Your adorable infant has
morphed into a runaway train of unfamiliar desires, needs, and abilities. And
the parent who had everything under control starts to feel as helpless as,
well, a baby. The following insights won’t change what your toddler is like,
but may change how you relate to him.
1. “Me do it!” is their
mantra. Whether it’s putting on her shoes, pouring her cereal, or performing a
dozen other daily tasks, your toddler wants to do it herself. “A toddler’s
sense of autonomy and competence begins to build right after she has mastered
walking,” says Alicia Lieberman, Ph.D., author of “The Emotional Life of the
Toddler.” “She starts to think, ‘If I can do this, I can do other things too.’”
Whenever possible, you should let her.
2. Limits spell love.
Despite their budding independence, toddlers are easily overwhelmed by new
situations and emotions (which are rife at this age). Young children need
structure to their day as well as clear and consistent messages about what they
can and cannot do. “Limits make a child feel secure,” says Heidi Murkoff,
coauthor of “What To Expect: The Toddler Years.” But limits must be
age-appropriate. “Don’t expect a two-year-old to sit quietly in Church,” she
cautions. “It won’t happen.”
3. The term “picky eater”
could have been coined for them. There probably isn’t a parent alive who hasn’t
fretted about her toddler’s nutrition. Relax. “The typical 2- or 3-year-old has
what we call ‘the beige diet,’ consisting of foods like bread and pasta,” says
Pamela Zuckerman, M.D., a pediatrician in Brookline, MA. “As long as your child
eats a couple of items from each food group, he’ll be fine. And if he wants a
grilled cheese every day for lunch, let him have it. It’s nutritious—and
pressuring him to diversify will only backfire.
4. Their inquiring minds
want to know. Toddlers are inherently curious and understand much more than
they can verbalize. Once their language skills start to blossom, they will
pepper you with questions. “My 2 1/2-year-old is always asking, ‘What that
do?’” says Lori Hertz, a mother of two. “And he loves to take ‘the whys’ as far
as they’ll go. ‘It’s raining.’ ‘Why?’ ‘It’ll make the grass grow.’ ‘Why?’ ‘The
grass needs to drink.’ ‘Why?’ It’s a game with him.”
5. Just because something is
imaginary doesn’t make it less real. Toddlers have vivid fantasy lives and
delight in make believe. But as your child’s imagination begins to soar, so
will her fears, anxieties, and nightmares. Don’t belittle or dismiss them. “If
your child says there’s a witch under the bed, tell her you shooed it out the
window, so it’s okay to go back to sleep,” advises Judith Goldstein, M.D., a
popular pediatrician on the Upper East Side.
6. Sharing isn’t their
thing. Toddlers enjoy playing near each other, screeching together, and singing
and dancing in groups. But don’t expect them to willingly part with their toys.
“Sharing doesn’t come naturally,” says Suzanna Kaplan, an elementary school
principal in Teaneck, N.J. While young children should be told about turn
taking and not snatching playthings, the best way to insure a good play date,
Kaplan says, is to provide toys for everyone.
7. Language liberates them.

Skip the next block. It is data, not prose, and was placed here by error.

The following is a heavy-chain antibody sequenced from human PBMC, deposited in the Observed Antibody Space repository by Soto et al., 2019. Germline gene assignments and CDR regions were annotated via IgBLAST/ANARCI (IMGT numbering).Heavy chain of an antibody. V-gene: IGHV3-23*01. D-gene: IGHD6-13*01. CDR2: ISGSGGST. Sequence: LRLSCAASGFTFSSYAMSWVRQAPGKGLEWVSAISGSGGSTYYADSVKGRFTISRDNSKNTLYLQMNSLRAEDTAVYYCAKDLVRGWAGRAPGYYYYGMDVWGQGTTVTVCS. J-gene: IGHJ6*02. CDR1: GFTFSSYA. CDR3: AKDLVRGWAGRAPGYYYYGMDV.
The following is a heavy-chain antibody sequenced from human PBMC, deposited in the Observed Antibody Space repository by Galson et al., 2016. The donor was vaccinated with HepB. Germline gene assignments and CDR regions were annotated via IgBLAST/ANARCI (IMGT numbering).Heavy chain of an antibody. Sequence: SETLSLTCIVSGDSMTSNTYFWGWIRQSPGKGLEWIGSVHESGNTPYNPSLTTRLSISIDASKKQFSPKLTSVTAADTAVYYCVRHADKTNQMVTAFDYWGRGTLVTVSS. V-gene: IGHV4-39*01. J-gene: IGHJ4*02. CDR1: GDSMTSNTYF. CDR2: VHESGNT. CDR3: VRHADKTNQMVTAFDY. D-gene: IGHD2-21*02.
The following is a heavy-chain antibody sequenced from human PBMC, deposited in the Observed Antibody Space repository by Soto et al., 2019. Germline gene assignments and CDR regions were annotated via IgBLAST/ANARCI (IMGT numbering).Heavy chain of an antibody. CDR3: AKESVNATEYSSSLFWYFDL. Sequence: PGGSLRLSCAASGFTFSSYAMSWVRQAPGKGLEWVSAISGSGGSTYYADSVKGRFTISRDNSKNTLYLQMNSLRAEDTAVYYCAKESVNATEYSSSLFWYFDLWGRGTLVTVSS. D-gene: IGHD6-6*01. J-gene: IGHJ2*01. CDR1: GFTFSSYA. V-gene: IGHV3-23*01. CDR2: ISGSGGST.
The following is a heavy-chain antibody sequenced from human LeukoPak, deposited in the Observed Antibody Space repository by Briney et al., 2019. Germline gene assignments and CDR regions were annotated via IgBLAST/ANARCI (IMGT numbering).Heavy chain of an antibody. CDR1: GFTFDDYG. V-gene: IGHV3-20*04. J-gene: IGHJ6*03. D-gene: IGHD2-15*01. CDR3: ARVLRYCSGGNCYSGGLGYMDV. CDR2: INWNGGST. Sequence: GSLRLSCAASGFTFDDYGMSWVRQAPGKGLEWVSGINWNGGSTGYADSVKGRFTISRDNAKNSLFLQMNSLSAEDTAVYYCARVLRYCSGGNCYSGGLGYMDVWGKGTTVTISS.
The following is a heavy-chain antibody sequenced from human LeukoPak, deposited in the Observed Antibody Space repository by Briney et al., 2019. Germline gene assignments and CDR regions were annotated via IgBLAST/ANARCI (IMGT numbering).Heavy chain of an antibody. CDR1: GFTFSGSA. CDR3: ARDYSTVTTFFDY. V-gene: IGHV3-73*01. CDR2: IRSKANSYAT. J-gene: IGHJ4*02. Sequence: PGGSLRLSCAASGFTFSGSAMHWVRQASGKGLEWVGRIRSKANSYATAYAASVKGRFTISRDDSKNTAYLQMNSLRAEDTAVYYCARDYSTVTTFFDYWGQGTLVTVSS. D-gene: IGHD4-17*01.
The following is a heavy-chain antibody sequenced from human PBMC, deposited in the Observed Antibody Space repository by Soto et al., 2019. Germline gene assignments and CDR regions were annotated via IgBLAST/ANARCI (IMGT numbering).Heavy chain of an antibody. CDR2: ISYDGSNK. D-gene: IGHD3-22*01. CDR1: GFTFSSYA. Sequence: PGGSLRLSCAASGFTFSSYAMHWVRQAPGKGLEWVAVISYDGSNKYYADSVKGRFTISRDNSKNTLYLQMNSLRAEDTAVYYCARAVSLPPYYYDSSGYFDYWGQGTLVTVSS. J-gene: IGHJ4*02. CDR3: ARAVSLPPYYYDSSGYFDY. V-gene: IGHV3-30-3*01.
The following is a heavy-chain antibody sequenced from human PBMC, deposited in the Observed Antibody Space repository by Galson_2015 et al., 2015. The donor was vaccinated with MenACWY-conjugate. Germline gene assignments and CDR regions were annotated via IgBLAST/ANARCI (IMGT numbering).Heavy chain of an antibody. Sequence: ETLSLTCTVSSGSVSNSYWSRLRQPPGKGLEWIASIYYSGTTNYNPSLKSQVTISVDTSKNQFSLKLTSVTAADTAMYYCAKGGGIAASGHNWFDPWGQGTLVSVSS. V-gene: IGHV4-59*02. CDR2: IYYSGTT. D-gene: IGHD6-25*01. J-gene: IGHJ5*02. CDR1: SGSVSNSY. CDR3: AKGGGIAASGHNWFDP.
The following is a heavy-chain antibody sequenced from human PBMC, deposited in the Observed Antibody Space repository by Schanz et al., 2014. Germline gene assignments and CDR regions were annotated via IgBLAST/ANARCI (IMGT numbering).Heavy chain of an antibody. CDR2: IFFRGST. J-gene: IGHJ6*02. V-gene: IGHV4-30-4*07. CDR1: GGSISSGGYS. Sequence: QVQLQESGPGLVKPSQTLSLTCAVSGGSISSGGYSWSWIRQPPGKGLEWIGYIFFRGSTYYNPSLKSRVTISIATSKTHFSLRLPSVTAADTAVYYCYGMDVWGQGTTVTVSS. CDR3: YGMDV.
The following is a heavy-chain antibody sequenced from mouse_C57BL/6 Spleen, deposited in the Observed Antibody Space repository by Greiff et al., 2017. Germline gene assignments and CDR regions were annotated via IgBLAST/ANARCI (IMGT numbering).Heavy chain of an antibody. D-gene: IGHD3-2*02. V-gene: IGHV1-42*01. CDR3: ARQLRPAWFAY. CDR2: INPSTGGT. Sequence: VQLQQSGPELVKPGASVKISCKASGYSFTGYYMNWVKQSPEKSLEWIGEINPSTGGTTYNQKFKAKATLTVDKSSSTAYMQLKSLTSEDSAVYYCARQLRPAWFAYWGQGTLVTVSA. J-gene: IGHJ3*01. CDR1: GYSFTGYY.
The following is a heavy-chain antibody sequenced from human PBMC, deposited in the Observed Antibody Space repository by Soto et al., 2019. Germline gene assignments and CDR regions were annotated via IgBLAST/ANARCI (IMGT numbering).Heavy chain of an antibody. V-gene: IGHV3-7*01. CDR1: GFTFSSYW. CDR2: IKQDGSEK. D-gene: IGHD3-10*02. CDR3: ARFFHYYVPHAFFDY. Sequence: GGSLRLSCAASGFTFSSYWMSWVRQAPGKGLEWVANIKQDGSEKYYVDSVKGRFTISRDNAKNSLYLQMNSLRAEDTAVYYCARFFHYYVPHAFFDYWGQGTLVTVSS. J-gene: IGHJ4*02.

By talking and reading to your child every day, you teach him verbal skills,
which in turn help him to manage his emotions. “Children who don’t know how to
put feelings into words enact them instead,” Dr. Lieberman says. “So rather
than say, ‘Give me,’ they take; rather than say, ‘I’m mad at you,’ they hit.”
8. Toddlers get tired. Sleep
is as important for your growing toddler as it was when he was a newborn, but
now he’ll resist it. “Parents must stick to a regular bedtime routine,” Dr.
Zuckerman says. “Your child will try all sorts of evasive tactics—more water,
another story—but you need to stand firm. You’re just putting off the
inevitable, and besides, your child needs to rest.” Most toddlers sleep through
the night and take an afternoon nap for a total of about 13 hours of sleep a
9. Toddlers just want to
have fun. The daily meltdowns notwithstanding, kids this age get a huge kick
out of life. To them, it’s an endless banquet of slides and swings, crayons and
dolls, hugs and kisses. Plus, they get to experience many simple pleasures,
like picnics and carousels, for the first time. “When I play chase with my
2-year-old, she’s the happiest kid in the world,” says Rebecca Tayne.
10. Time has no meaning for
them. The leisurely way in which toddlers do almost everything—from getting
dressed to eating lunch—inevitably taxes the patience of harried parents. But
toddlers cannot be rushed. Instead, build extra time into every activity. When
that’s impossible, try using games or distractions, such as a race to get
dressed before a song ends.
11. They’re control freaks.
Toddlers know what they like, and they can’t easily be talked out of their
choices: sitting in a particular seat, drinking from a certain cup. Yet this
apparent stubbornness is a young child’s way of exerting some control over his
world, to make it less intimidating and more manageable. While you can
sometimes avert a tantrum by distracting him or giving him a choice instead of
a command, shrewd parents pick their battles. “If my daughter insists on winter
boots in summertime, fine,” says Sue Hanish. “If she refuses to get in the car
seat, that’s another story.”
12. Every toddler is a
unique and interesting individual. Everyone has a different personality and
psychology, of course, and those differences really start to surface during
toddlerhood. Your child will reveal specific talents, interests, and character
traits, excelling in some areas, lagging in others, and changing all the time.
Whether a child is shy or outgoing, athletic or artistic, wise parents love her
for who she is, not who they want her to be. And that’s as true at 18 months as
it is at 18 years.